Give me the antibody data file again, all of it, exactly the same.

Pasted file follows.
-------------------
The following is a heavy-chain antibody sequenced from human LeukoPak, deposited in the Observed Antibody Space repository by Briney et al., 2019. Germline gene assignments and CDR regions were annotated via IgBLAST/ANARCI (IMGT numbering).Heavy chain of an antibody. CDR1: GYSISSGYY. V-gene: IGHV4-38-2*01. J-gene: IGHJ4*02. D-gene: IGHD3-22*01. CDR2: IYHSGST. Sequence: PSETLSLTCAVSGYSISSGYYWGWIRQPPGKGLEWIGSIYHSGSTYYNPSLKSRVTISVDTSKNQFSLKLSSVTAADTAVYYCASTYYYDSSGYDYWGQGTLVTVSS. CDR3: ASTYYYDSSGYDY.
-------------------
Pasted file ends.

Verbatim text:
The following is a heavy-chain antibody sequenced from human LeukoPak, deposited in the Observed Antibody Space repository by Briney et al., 2019. Germline gene assignments and CDR regions were annotated via IgBLAST/ANARCI (IMGT numbering).Heavy chain of an antibody. CDR1: GYSISSGYY. V-gene: IGHV4-38-2*01. J-gene: IGHJ4*02. D-gene: IGHD3-22*01. CDR2: IYHSGST. Sequence: PSETLSLTCAVSGYSISSGYYWGWIRQPPGKGLEWIGSIYHSGSTYYNPSLKSRVTISVDTSKNQFSLKLSSVTAADTAVYYCASTYYYDSSGYDYWGQGTLVTVSS. CDR3: ASTYYYDSSGYDY.